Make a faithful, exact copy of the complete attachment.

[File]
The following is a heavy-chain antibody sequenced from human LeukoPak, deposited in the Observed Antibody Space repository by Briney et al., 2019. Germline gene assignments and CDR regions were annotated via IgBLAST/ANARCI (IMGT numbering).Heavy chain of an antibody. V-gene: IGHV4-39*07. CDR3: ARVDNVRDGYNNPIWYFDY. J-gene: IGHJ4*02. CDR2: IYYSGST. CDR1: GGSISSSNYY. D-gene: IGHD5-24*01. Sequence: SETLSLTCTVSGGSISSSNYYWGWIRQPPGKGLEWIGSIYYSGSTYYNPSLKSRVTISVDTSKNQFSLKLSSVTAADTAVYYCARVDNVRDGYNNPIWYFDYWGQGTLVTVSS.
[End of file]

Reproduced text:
The following is a heavy-chain antibody sequenced from human LeukoPak, deposited in the Observed Antibody Space repository by Briney et al., 2019. Germline gene assignments and CDR regions were annotated via IgBLAST/ANARCI (IMGT numbering).Heavy chain of an antibody. V-gene: IGHV4-39*07. CDR3: ARVDNVRDGYNNPIWYFDY. J-gene: IGHJ4*02. CDR2: IYYSGST. CDR1: GGSISSSNYY. D-gene: IGHD5-24*01. Sequence: SETLSLTCTVSGGSISSSNYYWGWIRQPPGKGLEWIGSIYYSGSTYYNPSLKSRVTISVDTSKNQFSLKLSSVTAADTAVYYCARVDNVRDGYNNPIWYFDYWGQGTLVTVSS.